Thursday, June 27, 2019

New Caledonia: Old Order Coming Unstuck in South Pacific?

(Contributed)           28 June 2019

A recent report for the Australian government about New Caledonia has revealed serious concerns about the current military regime in the South Pacific.

The old order on which the Defence of Australia doctrine has rested for decades, is now showing signs of breaking up. The US-led response is taking place, with all the hallmarks of defence and security provision creating a further wave of militarisation across the wider region.

In May, the Lowy Institute published a report, New Caledonia's independence referendum: Local and regional implications. The Sydney-based Lowy Institute, while nominally an independent body, has historically employed large numbers of well-placed personnel from positions of class and state power.


The report about New Caledonia, for example, was written by a former Australian diplomat of thirty years’ experience, including a posting to Noumea as Consul-General and other trouble-spots around the world. A further posting in Washington reveals direct exposure to US-led regional initiatives and the Pentagon. It should be noted the Lowy Institute is a highly influential organisation within the higher echelons of Australian decision-making; the report in question, in fact, carried hallmarks of a briefing paper presented for the Defence Department and military planners.


New Caledonia has the official diplomatic status of a non self-governing territory, remaining under the tutelage of France. Paris wants to keep the country under its control for two main reasons:


*formal geo-political and strategic considerations, which together with other French-controlled Pacific territories, enables France to remain a Pacific power;


*neo-colonial considerations - New Caledonia is rich in minerals and natural resources, and France wants to keep control for economic reasons.


French control of New Caledonia in recent times, however, has been challenged by both internal political initiatives and considerations from elsewhere in the region. A referendum last November, for example, resulted in anti-independence voters winning by only a small margin. While nearly 57 per cent of the electorate voted to maintain the status quo, 43.3 per cent voted for independence. It was a shock result for France. Earlier, in 1958, a similar referendum saw 98 per cent of voters choose to remain under French control.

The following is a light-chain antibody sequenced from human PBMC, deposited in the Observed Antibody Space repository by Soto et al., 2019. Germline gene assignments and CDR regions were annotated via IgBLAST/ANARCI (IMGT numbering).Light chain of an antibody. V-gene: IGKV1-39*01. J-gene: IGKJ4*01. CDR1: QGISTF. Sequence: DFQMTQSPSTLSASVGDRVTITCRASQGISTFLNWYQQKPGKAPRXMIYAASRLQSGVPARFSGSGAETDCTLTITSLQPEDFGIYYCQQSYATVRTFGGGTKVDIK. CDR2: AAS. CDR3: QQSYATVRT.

The problems resulting from the referendum last year were also exacerbated by national elections last month. Anti-independence parties only won by a thin margin, and the traditional governing party, the Caledonia Together Party, had its number of Congress representatives halved in the 54-seat parliament in the face of a strong challenge from pro-independence parties. (1)


Two further independence referendums are possible, following prolonged discussion about future governance, within the next three years. (2)


The old order which brought relative political stability to New Caledonia following violent confrontations between the French and pro-independence Kanaks, a local ethnic minority, during the 1976-88 period would now appear to be showing signs of breaking up. The Noumea Accord, signed in May 1998, which provided thirty years of continued French control of the country, is now being successfully challenged.


The pro-independence process underway in New Caledonia is also being assisted by similar developments elsewhere in the region. Moves toward independence of Bougainville from nearby Papua New Guinea and a growing Papuan independence movement in West Papua, at present occupied by Indonesia, have reawakened independence and politically-progressive sympathies across the wider South Pacific region.


Reading between the lines of the Lowy Institute report it has not been difficult to establish the position of US-led diplomacy toward the emerging problem in New Caledonia.


The three Melanesian countries of PNG, the Solomon Islands and Vanuatu, have historically formed part of the Defence of Australia (DOA) doctrine, acting as a strategic buffer against possible military incursion to Australian sovereignty from the north shores. The three countries, through a mixture of Papuan ethnic identification and regional political bodies including the Pacific islands Forum and Melanesia Spearhead Group, however, have broader political allegiances, including into New Caledonia.